Every year I threaten to make a recording we can just play in response to the typical customer meltdowns.  But there is always that unique person who surprises you.  It never gets any more fun than when the garage fills up and we have to start denying entrance to daily parkers.

Thus last week we got one of those typical meltdowns, which went like this:

Customer:  (Presses the intercom button at the entrance.) I understand the garage is full, but where else can I park?

(Imaginary) Recording:  I’m sorry.  The only thing we can recommend is that you try to find a metered space on the street.  (Left out of the recording:  And good luck with that.  When this garage is full–all 945 spaces–you won’t find a metered space within 3 miles.  My recommendation is to drive 3 miles north, park in the parking lot of the mall, and take a cab.)  By the way, there is a guy who works somewhere downtown who does exactly that.  He parks in the mall parking lot then takes a Segway to work.

Customer:  I get that the garage is full and that I have to look for a metered space, but where?  I’m not from here.  I don’t know where to look.

We don’t have a recording for that.  I said, to myself, not on the intercom, Give me just a minute to put on my X-Ray vision glasses and turn on the Citywide Parking Meter Space Finder.  Aha!  There is one space on Adams Street between College and Park Avenue.  Oh wait!  Somebody else just took that one.  Dang!

Could you just do what every other driver does, even in an unfamiliar area?  Maybe especially in an unfamiliar area?  Namely, drive around and frigging look for a parking space.

Did I mention I’m a cynic?

News From the Tiny World of Parking

Recently I learned that one of my oldest and most important friends ever, from Memphis, has been reading my blog, and I was so pleased!  She said she especially likes my posts about work, so here is another one from work for you, Karen! 

It’s a little hard to explain.  You know how people in different lines of work all have a sort of special language?  Acronyms and shortcuts that are instantly recognizable to people in the same line of work, but mysterious to outsiders?  Well, while it’s a little less complicated than, say, being a nurse (which Karen is) or a computer expert (like Fakesister is, although she may dispute that), or a government employee (like reader pt was and reader spencercourt is), parking is really no different.   If I were talking to a fellow parking person, I would simply describe my problem as “The ticket spitter has the wrong time on it”, and they would instantly understand the problem and its implications.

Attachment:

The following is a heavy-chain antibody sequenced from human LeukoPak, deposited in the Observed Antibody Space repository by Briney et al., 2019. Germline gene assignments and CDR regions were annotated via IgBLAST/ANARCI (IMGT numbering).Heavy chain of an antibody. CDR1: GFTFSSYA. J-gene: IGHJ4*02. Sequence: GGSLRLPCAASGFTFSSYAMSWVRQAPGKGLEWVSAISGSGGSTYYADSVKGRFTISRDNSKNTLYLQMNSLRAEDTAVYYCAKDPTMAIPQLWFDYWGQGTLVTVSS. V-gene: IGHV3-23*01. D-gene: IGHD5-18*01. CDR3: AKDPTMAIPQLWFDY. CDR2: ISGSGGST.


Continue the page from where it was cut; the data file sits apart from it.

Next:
So to begin our Parking 101 lesson, here is the scenario.  In order to enter the parking garage, unless you have a monthly parking access card, you have to pull a ticket from the ticket dispenser, which we call a “spitter”.  Even the manufacturer calls it a spitter, which, when you think about it, is very descriptive of what it does. 

Each spitter has three mechanisms by which it “tells time”.  In this case, the tickets are barcoded and the time it’s dispensed is encoded in the bar code.  At the exit, the ticket is scanned (it’s just like the grocery store!)  The “cash register”, which we refer to as the “fee computer” does exactly that.  It calculates the time spent in the garage from entry to exit, and displays the appropriate fee due.  That time is controlled by a central computer, which operates all the devices: the ticket spitters, the fee computers, the gates, and the card readers.  Every morning at about 3:00 A.M., the computer performs an automatic function which sends the time to all the devices.  This is just about foolproof–unless the time on the central computer is wrong 🙂  There’s the first thing that can go wrong…but it very rarely happens.